Central planning disrupts the harmonious order created by free markets

Central planning disrupts the harmonious order created by free markets
Scenes from a marriage

Beginning in the 1930’s, the federal government sharply increased central planning of the economy and society. (Perhaps as a consequence, the economy revived more slowly in this period from the Great Depression than it did from earlier and later sharp recessions in periods where the government reduced central planning and cut back federal regulations in order to revive the economy — such as the Depression of 1920-21, which speedily gave way to an economic boom, and the Recession of 1946, which likewise gave way to a speedy economic recovery.)

Far from creating a harmonious order, government planning often contains contradictory elements that provide inconsistent signals for regulated entities about how to behave. For example, the New Deal of the 1930s featured both prosecution of some businesses under the anti-trust laws under the premise that “bigness” was an evil, and an incredibly complicated, and ultimately failed, attempt by the federal government to cartelize most of the nation’s economy through price-fixing under the National Recovery Act, in provisions later declared unconstitutional by the Supreme Court in the Schechter Poultry case.

The government continues to routinely send mixed messages today, especially through the welfare state.  For example, the federal government has funded pro-marriage messages, citing research that “indicates that married adults and children raised by both parents in stable, low-conflict households do better on a host of outcomes.” But the government does not practice what it preaches, since it financially punishes marriage, through massive marriage penalties in the tax code as well as in eligibility requirements for things like Obamacare tax credits.  As Rep. Thomas Petri (R-Wisc.) has noted:

The decline in marriage and the rise in the number of children born to unmarried mothers are concentrated among lower-income families. One reason is that lower-income couples will often lose money if they get married. Many federal benefits such as food stamps and the earned income tax credit phase out as income rises. Under federal law, if two individuals earning the minimum wage choose to marry, combining their incomes results in the loss of some $7,000 in federal benefits.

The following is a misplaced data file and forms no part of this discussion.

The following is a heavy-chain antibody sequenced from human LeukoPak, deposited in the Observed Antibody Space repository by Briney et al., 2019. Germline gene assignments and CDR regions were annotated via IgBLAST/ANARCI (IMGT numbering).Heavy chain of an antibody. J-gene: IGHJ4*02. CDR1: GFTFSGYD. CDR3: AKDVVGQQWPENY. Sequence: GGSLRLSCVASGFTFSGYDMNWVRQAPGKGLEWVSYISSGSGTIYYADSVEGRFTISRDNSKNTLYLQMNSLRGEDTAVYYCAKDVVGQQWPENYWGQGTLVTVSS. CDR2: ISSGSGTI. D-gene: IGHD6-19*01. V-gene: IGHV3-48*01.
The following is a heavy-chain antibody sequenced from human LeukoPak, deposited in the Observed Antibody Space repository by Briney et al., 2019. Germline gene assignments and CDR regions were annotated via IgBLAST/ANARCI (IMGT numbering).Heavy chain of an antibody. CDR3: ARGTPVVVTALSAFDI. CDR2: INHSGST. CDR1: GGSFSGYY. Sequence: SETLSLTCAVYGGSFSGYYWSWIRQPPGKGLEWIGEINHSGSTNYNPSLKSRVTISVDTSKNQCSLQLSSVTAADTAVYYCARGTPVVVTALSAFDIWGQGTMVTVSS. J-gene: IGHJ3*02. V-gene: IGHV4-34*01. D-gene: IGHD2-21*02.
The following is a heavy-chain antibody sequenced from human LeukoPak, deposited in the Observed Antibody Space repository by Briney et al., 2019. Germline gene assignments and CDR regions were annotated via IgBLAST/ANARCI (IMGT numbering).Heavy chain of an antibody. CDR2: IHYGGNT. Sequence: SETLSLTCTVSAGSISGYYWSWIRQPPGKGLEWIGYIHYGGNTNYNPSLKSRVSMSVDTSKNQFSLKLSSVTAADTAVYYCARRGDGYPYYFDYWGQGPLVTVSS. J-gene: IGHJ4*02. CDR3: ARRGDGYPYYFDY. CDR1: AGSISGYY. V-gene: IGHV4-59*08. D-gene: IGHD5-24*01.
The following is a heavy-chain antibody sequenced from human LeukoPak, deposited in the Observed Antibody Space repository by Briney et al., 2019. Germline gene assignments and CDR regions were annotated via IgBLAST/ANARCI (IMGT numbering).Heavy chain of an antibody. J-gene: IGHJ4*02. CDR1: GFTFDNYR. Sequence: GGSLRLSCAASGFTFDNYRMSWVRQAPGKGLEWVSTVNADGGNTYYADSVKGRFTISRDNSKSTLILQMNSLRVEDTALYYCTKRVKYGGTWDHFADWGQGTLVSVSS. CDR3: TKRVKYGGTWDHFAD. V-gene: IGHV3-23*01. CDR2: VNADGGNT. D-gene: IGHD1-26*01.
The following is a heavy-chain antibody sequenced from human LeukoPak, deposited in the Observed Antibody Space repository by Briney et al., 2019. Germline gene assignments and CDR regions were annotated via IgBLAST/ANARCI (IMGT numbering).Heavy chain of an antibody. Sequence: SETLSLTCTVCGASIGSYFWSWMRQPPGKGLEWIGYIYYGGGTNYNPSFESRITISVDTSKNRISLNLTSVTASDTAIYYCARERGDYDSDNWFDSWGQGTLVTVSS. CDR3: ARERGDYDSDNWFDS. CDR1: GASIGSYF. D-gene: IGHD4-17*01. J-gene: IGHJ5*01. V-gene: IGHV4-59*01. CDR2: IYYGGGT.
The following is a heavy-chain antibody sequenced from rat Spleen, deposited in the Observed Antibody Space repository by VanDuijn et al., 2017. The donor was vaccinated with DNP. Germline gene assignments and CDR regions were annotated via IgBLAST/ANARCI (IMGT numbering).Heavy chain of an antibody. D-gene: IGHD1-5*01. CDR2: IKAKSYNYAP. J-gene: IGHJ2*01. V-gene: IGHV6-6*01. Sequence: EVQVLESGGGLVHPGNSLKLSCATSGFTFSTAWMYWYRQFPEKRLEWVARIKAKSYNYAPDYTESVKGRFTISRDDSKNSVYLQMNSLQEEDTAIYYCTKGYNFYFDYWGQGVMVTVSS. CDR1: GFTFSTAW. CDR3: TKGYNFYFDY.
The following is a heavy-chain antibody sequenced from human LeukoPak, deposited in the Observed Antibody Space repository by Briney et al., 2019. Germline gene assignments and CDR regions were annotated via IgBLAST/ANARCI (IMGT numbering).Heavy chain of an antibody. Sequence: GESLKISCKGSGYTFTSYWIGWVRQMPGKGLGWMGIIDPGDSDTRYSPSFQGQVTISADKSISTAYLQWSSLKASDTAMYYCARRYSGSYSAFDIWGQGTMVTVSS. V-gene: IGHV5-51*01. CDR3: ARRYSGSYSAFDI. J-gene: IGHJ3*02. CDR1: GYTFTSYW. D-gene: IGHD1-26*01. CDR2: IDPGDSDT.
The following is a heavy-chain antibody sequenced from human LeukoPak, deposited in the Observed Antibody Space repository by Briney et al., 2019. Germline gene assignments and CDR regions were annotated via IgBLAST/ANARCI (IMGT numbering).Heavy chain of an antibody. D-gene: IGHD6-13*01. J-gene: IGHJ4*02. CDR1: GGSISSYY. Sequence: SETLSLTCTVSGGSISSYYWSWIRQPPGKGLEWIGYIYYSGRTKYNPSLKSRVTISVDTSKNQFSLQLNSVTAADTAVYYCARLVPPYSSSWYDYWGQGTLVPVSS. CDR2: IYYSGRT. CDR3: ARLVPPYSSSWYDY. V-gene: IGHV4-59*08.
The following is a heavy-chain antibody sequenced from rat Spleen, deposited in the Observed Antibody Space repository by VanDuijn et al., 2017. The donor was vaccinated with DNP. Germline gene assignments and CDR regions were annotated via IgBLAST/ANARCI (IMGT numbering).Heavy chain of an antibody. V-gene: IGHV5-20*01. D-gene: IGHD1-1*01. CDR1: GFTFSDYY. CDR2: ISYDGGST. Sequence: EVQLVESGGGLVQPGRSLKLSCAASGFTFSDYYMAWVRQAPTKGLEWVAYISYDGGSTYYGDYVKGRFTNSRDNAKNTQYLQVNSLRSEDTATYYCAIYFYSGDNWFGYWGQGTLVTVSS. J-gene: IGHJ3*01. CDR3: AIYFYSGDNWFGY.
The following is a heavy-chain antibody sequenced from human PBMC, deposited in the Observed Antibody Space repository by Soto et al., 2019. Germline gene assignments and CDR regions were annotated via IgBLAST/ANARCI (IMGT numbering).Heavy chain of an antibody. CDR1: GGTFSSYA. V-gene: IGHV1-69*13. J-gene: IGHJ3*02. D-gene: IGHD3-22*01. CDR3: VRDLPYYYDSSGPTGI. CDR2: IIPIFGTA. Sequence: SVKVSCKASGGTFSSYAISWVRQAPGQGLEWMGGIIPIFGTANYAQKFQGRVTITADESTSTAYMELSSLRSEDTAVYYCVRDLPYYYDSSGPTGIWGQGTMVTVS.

Similarly, Urban Institute economist Eugene Steuerle notes that “not getting married is the major tax shelter for low- and moderate-income households with children. In many low-income communities around the nation, marriage is now the exception rather than the rule.”

By contrast, the free market provides consistent signals through mechanisms such as the law of supply and demand.  As Wikipedia explains, “A free price system or free price mechanism (informally called the price system or the price mechanism) is a mechanism of resource allocation that relies upon monetary prices set by the interchange of supply and demand. The resulting prices serve as signals communicated between producers and consumers which serve to guide the production and distribution of resources. Through the free price system, supplies are rationed, income is distributed, and resources are allocated.”

Hans Bader

Hans Bader

Hans Bader practices law in Washington, D.C. After studying economics and history at the University of Virginia and law at Harvard, he practiced civil-rights, international-trade, and constitutional law. Hans also writes for CNS News and has appeared on C-SPAN’s “Washington Journal.”


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